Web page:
English is spoken virtually everywhere. In places where no one speaks English, a few key words and gestures almost always work. I have ordered my dinner in Tokyo by taking the waitress out front and pointing at a plastic model in the restaurant window. My husband successfully directed the taxi driver to the American air base near our apartment in Korea by making an airplane with his hand (with accompanying noises). Living in Dubai is much easier than the Far East. Compared to Korea, Dubai is incredibly Western and accommodating. The city encourages tourism and is set up for maximum enjoyment.
Although Dubai is fairly liberal, it still adheres to Islamic tradition. During the month-long Ramadan, adults are not allowed to eat or drink in public during sunlight hours. Children are excused, but friends have received disapproving stares for feeding their children in parks or shopping malls during the day. Another custom regards alcohol. A liquor license is required to purchase alcohol for home consumption. Only non-Muslims can receive such a card. Restaurants and bars in hotels and certain clubs are allowed to serve alcohol, so these are popular spots for both tourists and locals. Alcohol, like pork, is haram—forbidden—for Muslims.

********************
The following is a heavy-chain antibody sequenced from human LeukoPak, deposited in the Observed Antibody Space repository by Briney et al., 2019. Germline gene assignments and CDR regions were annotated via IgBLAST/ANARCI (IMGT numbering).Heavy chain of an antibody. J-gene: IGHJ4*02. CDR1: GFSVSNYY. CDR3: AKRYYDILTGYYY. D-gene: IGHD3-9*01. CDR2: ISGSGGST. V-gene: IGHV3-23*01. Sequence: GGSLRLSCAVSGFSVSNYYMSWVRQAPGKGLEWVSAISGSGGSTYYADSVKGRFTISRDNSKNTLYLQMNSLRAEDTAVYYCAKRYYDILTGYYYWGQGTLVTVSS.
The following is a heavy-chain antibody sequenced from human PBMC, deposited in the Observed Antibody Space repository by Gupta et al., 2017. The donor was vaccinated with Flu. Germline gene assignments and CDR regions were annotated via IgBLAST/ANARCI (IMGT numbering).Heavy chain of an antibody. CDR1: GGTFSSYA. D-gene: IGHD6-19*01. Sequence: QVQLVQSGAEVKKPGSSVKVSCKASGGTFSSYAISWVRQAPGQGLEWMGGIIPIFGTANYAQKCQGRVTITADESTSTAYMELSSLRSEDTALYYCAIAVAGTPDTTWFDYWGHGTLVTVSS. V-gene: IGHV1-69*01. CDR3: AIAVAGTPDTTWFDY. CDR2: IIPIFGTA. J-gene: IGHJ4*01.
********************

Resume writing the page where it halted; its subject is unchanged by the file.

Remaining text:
The government also controls video, DVD, CD, and book distribution. Some movies and CDs will never make it through to Dubai consumers, while others will be censored. We handle this somewhat limited selection by ordering from Amazon. We place a large order and pay extra for International Express Mail. Within a week the UPS man delivers right to our door. This seems to be the quickest and easiest way to get through Customs. Since DVDs and CDs are more expensive here, it’s also cheaper.